Although there is no similarity between the management of a public market and that of a railroad company, yet for the reason that the operation of the one as well as the other is of public interest, when a creditor of such a company sues to collect a debt it would be improper to attach the stationary equipment and rolling stock of the railroad — only the gross receipts of the business over and above the amount required for its operation could be touched. This same legal principle holds in the case where the grantee of a market is a debtor and his property is attached on petition of his creditor. The receipts of the market may be at- tached, but not the right to operate and conduct the service, which is of a public character.
In fact, article 1448 of the Ley de Enjuiciamiento Civil, cited in this decision, not as a law now in force, but for the purpose of setting out a principle of law, prohibits the levy of attachments on railroads opened to public service, and on the stations, stores, shops, lands, works and buildings necessary for their operation, or on the locomotives, rails and other material intended for the operation of the line. When execution is levied on such railroad companies, the proceedings are governed by the provisions of the Law of November 12, 1869, extended by a royal order of August 3, 1886, to the overseas provinces. This law prescribes among other things that attachments may be levied and executed only on the gross receipts remaining after the necessary operating expenses have been deducted.
In harmony with this legal provision, the supreme court of the State of Nebraska, in which State there is no law whatever that authorizes the attachment and sale of a bridge belonging to a corporation, in the case of the Overton Bridge Co. v. Means (33 Neb., 857) laid down the principle that such a bridge and the rights of the corporation therein could not be sold to satisfy a judgment against the corporation for the reason that:jgc:chanrobles.com.ph
"The property of corporations which are closed as public agencies, such as railroad and bridge companies, which is essential to the exercise of their corporate franchise, and the discharge of the duties they have assumed toward the general public, cannot, without statutory authority, be sold to satisfy a common law judgment."cralaw virtua1aw library
It cites decisions of several states, and also, in the deci- sion referred to, cited Morawetz on Private Corporations, section 1125, and held that after attachment of the property not necessary to enable the corporation to perform its duties to the public, the only remedy remaining to a judgment creditor was to obtain the appointment of a receiver and a sequestration of the company’s earnings.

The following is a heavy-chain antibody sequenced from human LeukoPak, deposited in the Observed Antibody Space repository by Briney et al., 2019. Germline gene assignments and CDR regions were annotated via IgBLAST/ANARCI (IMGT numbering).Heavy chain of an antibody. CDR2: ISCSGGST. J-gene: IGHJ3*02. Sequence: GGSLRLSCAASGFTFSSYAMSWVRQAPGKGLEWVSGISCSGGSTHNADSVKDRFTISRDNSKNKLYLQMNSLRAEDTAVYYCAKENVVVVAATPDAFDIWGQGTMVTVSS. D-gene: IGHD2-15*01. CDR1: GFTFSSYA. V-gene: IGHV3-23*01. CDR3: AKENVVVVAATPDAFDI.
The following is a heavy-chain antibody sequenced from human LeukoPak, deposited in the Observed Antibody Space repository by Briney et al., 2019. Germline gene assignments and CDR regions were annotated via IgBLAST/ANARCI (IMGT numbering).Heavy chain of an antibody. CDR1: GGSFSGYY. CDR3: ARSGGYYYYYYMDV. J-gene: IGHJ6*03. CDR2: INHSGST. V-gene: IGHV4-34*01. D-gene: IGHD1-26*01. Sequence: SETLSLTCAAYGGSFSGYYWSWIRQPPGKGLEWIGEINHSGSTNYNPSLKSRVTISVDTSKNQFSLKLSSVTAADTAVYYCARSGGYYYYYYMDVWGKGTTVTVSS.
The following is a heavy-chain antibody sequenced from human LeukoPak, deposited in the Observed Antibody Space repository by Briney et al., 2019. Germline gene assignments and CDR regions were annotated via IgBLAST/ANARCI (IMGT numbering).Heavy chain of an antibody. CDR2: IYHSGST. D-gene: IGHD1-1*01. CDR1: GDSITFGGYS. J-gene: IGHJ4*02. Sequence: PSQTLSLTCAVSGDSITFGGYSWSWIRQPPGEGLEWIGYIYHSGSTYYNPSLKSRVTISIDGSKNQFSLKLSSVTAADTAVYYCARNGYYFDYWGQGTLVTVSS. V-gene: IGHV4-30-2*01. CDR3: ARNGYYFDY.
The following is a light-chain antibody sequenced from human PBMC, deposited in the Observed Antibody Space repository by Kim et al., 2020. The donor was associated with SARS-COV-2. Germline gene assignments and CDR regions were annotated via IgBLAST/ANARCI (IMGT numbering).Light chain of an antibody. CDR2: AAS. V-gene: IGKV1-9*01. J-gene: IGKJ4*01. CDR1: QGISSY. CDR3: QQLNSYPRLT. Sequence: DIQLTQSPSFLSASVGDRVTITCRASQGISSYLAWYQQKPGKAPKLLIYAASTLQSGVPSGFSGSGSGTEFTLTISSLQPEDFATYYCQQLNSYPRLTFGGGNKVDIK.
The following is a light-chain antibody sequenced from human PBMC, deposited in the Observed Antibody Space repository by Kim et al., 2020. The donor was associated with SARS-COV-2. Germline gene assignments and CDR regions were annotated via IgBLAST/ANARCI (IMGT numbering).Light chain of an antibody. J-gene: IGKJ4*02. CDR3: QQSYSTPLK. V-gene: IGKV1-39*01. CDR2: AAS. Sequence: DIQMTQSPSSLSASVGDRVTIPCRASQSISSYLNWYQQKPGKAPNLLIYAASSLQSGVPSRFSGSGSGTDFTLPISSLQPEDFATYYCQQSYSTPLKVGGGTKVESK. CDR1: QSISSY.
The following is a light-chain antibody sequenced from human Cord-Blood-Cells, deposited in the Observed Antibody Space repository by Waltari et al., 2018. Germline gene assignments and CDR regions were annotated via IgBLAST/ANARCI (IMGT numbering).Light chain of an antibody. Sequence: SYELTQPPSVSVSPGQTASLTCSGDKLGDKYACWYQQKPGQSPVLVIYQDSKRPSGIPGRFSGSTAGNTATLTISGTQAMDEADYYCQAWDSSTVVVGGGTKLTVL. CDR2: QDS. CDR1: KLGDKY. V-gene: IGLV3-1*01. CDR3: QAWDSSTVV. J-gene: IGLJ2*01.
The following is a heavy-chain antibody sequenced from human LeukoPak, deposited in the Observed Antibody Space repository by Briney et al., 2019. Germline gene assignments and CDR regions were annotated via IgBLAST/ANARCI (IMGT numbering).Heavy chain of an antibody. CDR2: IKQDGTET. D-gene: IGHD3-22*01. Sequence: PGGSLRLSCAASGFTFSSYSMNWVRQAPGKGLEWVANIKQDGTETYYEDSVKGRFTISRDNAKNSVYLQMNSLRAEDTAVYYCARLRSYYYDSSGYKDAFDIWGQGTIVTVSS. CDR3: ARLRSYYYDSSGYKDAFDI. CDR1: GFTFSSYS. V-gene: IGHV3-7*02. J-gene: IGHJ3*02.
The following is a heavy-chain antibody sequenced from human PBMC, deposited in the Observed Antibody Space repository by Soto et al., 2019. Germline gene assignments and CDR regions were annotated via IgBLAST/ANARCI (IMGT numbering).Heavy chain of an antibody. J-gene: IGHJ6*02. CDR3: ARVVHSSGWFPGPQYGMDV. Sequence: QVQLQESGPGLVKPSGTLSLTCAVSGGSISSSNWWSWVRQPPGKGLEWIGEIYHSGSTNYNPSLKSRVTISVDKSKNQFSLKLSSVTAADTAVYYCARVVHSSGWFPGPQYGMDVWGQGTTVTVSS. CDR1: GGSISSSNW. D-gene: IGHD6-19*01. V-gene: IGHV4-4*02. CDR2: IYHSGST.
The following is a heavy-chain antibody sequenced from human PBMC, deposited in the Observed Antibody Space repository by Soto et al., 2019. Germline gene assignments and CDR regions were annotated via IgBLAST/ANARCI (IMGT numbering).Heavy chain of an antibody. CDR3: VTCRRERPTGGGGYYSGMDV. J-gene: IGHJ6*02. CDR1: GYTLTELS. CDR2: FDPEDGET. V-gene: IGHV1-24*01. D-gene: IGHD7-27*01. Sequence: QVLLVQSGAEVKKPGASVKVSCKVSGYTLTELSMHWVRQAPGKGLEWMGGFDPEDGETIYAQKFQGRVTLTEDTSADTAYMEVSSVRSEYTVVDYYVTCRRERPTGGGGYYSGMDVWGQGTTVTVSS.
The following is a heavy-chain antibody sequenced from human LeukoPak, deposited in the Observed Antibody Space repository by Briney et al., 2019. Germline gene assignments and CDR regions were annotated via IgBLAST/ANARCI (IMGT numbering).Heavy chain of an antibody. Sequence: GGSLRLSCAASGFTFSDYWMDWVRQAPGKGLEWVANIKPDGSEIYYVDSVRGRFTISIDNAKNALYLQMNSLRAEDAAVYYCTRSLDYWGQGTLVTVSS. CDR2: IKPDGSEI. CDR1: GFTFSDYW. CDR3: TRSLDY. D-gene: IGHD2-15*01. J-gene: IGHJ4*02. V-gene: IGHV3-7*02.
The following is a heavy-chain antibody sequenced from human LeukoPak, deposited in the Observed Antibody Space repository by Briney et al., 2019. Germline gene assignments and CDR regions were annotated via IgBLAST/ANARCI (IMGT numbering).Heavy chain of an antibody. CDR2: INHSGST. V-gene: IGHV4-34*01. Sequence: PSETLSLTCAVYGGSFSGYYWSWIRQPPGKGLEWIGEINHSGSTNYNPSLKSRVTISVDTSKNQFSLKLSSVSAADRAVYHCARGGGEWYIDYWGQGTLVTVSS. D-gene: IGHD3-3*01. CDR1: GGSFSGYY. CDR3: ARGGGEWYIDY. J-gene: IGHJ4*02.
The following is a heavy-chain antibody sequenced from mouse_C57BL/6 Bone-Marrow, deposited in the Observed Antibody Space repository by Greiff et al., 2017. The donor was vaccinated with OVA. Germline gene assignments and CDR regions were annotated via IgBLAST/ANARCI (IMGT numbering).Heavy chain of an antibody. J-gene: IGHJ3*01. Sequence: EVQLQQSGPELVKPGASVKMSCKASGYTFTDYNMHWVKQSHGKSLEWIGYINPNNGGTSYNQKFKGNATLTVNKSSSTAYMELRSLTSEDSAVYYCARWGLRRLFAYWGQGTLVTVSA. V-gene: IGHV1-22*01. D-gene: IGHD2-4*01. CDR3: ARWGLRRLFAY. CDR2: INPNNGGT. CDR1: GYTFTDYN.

The supreme court of Alabama, in deciding a similar case (Gardner v. Mobile & Northwestern R. R. Co., 102 Ala., 635, 645), affirmed the same principle and said:jgc:chanrobles.com.ph
"The only remedy of a judgment creditor is to obtain the appointment of a receiver and the sequestration of its in- come or earnings."cralaw virtua1aw library
It is to be noted that section 56 of Act No. 1459, which permits the sale under execution of a corporation’s franchise, is in no wise applicable to the case at bar, for the reason that, since this Act was promulgated on March 1, 1906, it could not and cannot affect the laws, decrees, and orders of the Spanish government in conformity with which the administrative concession, Exhibit A, was granted to Pardo y Cabañas.
The operation of railroad is of public interest, and concerns both the public and the state, even though the superintendence and management thereof be conducted by a private company. Therefore, the property of a railroad, either its rolling stock or permanent equipment, is not subject to attachment and sale, and the rights of the creditors of the operating company may be exercised for the collection of their credit only of the gross receipts after the operation of the railroad is insured from its own income.
This decision is based on the provisions of the aforecited law and the premise that the usufruct of the floor space of the public market of Guinobatan, granted to Ricardo Pardo y Pujol’s father was not subject to attachment on account of its being of a public character, but still the latter’s creditor could have applied for a writ of execution and laid an attachment on the proceeds obtained from the operation of the market, which proceeds or income could have been collected by a receiver and intervener.
This, however, was not done, but on the creditor’s petition the public market building, which was not his debtor’s property, together with all the right, interest, title and participation which the latter had or might have had therein, was attached and sold; and as plaintiff was unable to acquire any right or title in such property illegally sold and illegally acquired by him at public auction or in the usu- fruct of the floor space of the building, it is unquestionable that he lacks the personality to claim possession of the land that belongs to the municipality or the enjoyment and exercise of the right conferred by the aforesaid administrative concession, which was and is inalienable on account of its being a personal right. For the same reason, plaintiff has no right to reconstruct the burned building on the land where it formerly stood.
The only right to which the creditor was entitled was to petition for the attachment of the income and proceeds obtained from the use of the floor space of the market; but he did not avail himself of this right, nor were the receipts therefrom attached, nor were they adjudicated either to the creditor or to the plaintiff Tufexis. Therefore, the order of dismissal appealed from is in accordance with law and the merits of the case, and likewise the errors assigned thereto have been duly refuted by the reasons set forth herein.
For the foregoing considerations, we hereby affirm the said order of dismissal, with the costs against the Appellant. So ordered.
Arellano, C.J., Moreland and Araullo, JJ., concur.
Johnson, J., concurs in the result.